Serendip is an independent site partnering with faculty at multiple colleges and universities around the world. Happy exploring!


Student 24's picture

I walk downstairs to the washroom in the Free Library in Philadelphia, because I still have a few minutes before the fringe festival performance begins. The washroom is nothing spectacular. There are six or seven stalls on the left-hand side, and a few sinks installed into the wall on the right. There isn't much light because probably this is basement level so the window on the opposite end of the washroom isn't all too effective.

I go into the third stall. There is no latch on the door; instead, the hole where the latch should have been is stuffed with a thick wad of toilet paper. It holds the door closed so I don't mind.

There is a woman in the stall to my left. She is sobbing. I don't know if she is standing or sitting, but she is shuffling her feet nervously. And she is sobbing, mumbling in a panicky voice. I can't understand everything she says because it doesn't seem to all be in English. But I can hear her words – between sharp, ragged breaths – that nobody knows, don't nobody know. Nobody.

And her voice sounds like pain and fear. Airy, high and small. Choking and weary and trembling. Small.

And I can't say anything. I can't ask her what is wrong or if there is any way I can help. There is much more than just the wall of a bathroom stall between us. I leave my stall, walk to the sinks and wash my hands. The woman is still in the stall, crying, speaking to herself as I dry my hands and walk outside. And that is that. I remain simply with the voice and tearful, frightened words of a faceless woman in a stall next to mind.

Would seeing her face have made me feel different? Would she have been easier to ignore if I had seen her distressed but not heard her? If she had been sitting on a park bench, rocking back and forth in clear sorrow, could I have approached her and asked what's wrong? If she was crouched on a street corner, holding a cup and begging for change – an indisputable signal as a plea for help – would I offer her myself as at least someone who could listen to her story?

Is it not that we pass by homeless men, women, and children all the time and ignore them? Before this trip to Philadelphia, it had been a while since I had been in an American city, where the division and separation between socioeconomic classes are so noticeable, yet regular. It reminded me that there is a system in social education that seems to be self-taught and self-learnt, that homelessness simply exists and on a day-to-day basis, you cannot do anything about it because 'that's just the way it is.' And I can feel pity and feel bad, but what I sense I've come to learn is that because I have never experienced homelessness or poverty or hunger, that I am not in a place to begin a conversation or interaction with someone who visibly is experiencing that right before me.

What men cannot imagine as a vague formless society, they can live through and experience as citizens in a city. Their unified plans and buildings become a symbol of their social relatedness; and when the physical environment itself becomes disordered and incoherent, the social functions that it harbors become more difficult to express.”

The city fosters art and is art; the city creates the theater and is the theater. It is in the city, the city as theater, that man's more purposive activities are focused, and work out, through conflicting and cooperating personalities, events, groups, into more significant culminations.”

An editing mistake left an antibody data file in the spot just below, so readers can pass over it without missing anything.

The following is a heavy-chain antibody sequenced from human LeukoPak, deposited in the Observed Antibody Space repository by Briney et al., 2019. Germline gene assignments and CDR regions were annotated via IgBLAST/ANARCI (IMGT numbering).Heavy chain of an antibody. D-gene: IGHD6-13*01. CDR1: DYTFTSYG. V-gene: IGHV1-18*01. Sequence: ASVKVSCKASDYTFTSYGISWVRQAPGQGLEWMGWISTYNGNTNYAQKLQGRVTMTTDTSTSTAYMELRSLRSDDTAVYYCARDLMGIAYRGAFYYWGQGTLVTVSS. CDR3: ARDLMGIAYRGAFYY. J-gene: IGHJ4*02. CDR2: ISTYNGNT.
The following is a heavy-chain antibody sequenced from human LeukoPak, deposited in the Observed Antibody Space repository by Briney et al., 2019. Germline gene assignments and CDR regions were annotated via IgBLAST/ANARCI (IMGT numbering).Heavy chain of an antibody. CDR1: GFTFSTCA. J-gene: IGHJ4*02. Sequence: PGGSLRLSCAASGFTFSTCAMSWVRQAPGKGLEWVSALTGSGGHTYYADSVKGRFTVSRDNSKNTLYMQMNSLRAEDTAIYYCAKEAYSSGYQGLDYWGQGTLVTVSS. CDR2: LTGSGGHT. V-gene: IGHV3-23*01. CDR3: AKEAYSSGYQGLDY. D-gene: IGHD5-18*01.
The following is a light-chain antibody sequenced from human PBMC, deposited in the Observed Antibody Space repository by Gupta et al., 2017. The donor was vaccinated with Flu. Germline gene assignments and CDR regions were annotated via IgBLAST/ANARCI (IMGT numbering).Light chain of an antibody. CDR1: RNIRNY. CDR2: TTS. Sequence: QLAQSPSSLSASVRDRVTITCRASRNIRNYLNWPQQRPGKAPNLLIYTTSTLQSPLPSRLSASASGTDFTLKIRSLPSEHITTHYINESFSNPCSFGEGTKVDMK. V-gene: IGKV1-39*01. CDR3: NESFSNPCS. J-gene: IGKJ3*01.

I understand that Mumford studied the city as a 'social institution,' and naturally, that would mean he conducts a more vague and dynamic-oriented analysis of city life, but I feel that he's taken it to the point where he has reduced everything to a wispy, wishy-washy state of existence. How can he ignore the fundamental, basic, primary requirements of an urban environment and move straight into unsubstantial, inconclusive ramblings? I don't mean to attack him or his writing personally, because evidently his intention was not about increasing awareness of serious issues with the social foundation in cities. “The art.” Is that the responsible thing to do? Make art and poetry of human struggle? Reduce a body to describe only its vague and beautiful elements, whilst forgetting that objectively in our written and spoken words we are still effectively referring to the entire whole?

And yet, is that not what I am doing right now? Reflecting literarily and poetically upon a fragment of hardship I happened to witness in a singular city at a singular moment? It is, I suppose, one of the easier things to do. Write, rather than act directly. Be the one to make others aware, to try and inspire them, so that they then are the ones who feel compelled to act. In that regard then, I have taken my experience as inspiration to act in the form of writing. I have reduced my thoughts and feelings and reactions into a confined, limited space as is language, from which only emerges a voice to an uncertain audience in an insecure environment. If the audience ignores or feels uncomfortable or uncertain in response to hearing the voice, as I did to the woman in the confines and limitations of her bathroom stall, then how far will these words have carried any intention? How far did the woman's sobs and mumblings carry her cry for help? They carried it to me, but then what? Pass it on? We can surely transfer words and ideas through more words and ideas into everyone's minds, but where in the concrete reality will we have realised our intention?